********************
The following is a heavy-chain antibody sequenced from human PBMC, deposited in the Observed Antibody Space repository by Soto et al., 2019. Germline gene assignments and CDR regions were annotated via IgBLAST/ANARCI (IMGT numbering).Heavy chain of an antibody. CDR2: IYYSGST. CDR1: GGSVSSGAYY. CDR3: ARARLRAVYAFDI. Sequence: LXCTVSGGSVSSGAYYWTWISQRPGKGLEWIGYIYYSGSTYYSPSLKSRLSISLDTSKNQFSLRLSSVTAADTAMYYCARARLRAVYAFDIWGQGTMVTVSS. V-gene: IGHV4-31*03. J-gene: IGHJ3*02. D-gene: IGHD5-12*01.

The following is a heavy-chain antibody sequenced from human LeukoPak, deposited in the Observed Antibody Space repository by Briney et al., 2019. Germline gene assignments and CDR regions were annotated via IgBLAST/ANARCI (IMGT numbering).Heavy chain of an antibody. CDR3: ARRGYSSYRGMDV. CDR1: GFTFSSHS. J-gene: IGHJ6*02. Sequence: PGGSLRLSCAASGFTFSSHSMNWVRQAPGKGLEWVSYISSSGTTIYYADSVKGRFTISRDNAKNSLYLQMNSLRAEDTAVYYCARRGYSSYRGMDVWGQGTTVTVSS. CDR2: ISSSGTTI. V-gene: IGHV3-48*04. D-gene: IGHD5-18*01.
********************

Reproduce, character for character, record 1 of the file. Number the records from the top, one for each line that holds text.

The following is a heavy-chain antibody sequenced from human PBMC, deposited in the Observed Antibody Space repository by Soto et al., 2019. Germline gene assignments and CDR regions were annotated via IgBLAST/ANARCI (IMGT numbering).Heavy chain of an antibody. CDR2: IYYSGST. CDR1: GGSVSSGAYY. CDR3: ARARLRAVYAFDI. Sequence: LXCTVSGGSVSSGAYYWTWISQRPGKGLEWIGYIYYSGSTYYSPSLKSRLSISLDTSKNQFSLRLSSVTAADTAMYYCARARLRAVYAFDIWGQGTMVTVSS. V-gene: IGHV4-31*03. J-gene: IGHJ3*02. D-gene: IGHD5-12*01.